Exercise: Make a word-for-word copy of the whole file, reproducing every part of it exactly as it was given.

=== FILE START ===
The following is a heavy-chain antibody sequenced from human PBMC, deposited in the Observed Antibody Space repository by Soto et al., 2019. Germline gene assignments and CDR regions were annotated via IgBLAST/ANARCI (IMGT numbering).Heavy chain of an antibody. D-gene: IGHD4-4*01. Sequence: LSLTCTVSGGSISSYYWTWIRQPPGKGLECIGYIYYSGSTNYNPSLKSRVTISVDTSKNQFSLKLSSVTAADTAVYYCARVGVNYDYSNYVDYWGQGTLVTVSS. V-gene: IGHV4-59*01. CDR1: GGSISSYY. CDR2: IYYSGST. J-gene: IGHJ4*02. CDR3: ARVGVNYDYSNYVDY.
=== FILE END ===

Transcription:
The following is a heavy-chain antibody sequenced from human PBMC, deposited in the Observed Antibody Space repository by Soto et al., 2019. Germline gene assignments and CDR regions were annotated via IgBLAST/ANARCI (IMGT numbering).Heavy chain of an antibody. D-gene: IGHD4-4*01. Sequence: LSLTCTVSGGSISSYYWTWIRQPPGKGLECIGYIYYSGSTNYNPSLKSRVTISVDTSKNQFSLKLSSVTAADTAVYYCARVGVNYDYSNYVDYWGQGTLVTVSS. V-gene: IGHV4-59*01. CDR1: GGSISSYY. CDR2: IYYSGST. J-gene: IGHJ4*02. CDR3: ARVGVNYDYSNYVDY.